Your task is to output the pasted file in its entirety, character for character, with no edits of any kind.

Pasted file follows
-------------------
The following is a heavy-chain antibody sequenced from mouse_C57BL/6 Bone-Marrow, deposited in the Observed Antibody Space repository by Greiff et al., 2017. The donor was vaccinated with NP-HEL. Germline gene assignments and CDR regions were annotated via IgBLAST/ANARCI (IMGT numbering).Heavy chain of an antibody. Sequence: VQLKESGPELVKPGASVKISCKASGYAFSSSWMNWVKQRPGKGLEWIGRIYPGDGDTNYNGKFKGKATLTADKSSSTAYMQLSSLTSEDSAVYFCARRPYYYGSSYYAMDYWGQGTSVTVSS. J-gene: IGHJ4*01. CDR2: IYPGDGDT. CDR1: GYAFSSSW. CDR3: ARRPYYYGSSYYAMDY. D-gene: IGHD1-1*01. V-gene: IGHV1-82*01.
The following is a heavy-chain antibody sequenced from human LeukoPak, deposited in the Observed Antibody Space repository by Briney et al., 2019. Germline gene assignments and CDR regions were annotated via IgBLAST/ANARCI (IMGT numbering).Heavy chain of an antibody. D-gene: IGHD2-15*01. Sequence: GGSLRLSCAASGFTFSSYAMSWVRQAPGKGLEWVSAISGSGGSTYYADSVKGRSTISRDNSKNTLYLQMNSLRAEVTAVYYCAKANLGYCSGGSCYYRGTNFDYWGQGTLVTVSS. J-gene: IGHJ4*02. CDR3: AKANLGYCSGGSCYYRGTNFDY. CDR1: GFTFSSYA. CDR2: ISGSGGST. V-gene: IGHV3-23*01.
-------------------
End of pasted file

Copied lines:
The following is a heavy-chain antibody sequenced from mouse_C57BL/6 Bone-Marrow, deposited in the Observed Antibody Space repository by Greiff et al., 2017. The donor was vaccinated with NP-HEL. Germline gene assignments and CDR regions were annotated via IgBLAST/ANARCI (IMGT numbering).Heavy chain of an antibody. Sequence: VQLKESGPELVKPGASVKISCKASGYAFSSSWMNWVKQRPGKGLEWIGRIYPGDGDTNYNGKFKGKATLTADKSSSTAYMQLSSLTSEDSAVYFCARRPYYYGSSYYAMDYWGQGTSVTVSS. J-gene: IGHJ4*01. CDR2: IYPGDGDT. CDR1: GYAFSSSW. CDR3: ARRPYYYGSSYYAMDY. D-gene: IGHD1-1*01. V-gene: IGHV1-82*01.
The following is a heavy-chain antibody sequenced from human LeukoPak, deposited in the Observed Antibody Space repository by Briney et al., 2019. Germline gene assignments and CDR regions were annotated via IgBLAST/ANARCI (IMGT numbering).Heavy chain of an antibody. D-gene: IGHD2-15*01. Sequence: GGSLRLSCAASGFTFSSYAMSWVRQAPGKGLEWVSAISGSGGSTYYADSVKGRSTISRDNSKNTLYLQMNSLRAEVTAVYYCAKANLGYCSGGSCYYRGTNFDYWGQGTLVTVSS. J-gene: IGHJ4*02. CDR3: AKANLGYCSGGSCYYRGTNFDY. CDR1: GFTFSSYA. CDR2: ISGSGGST. V-gene: IGHV3-23*01.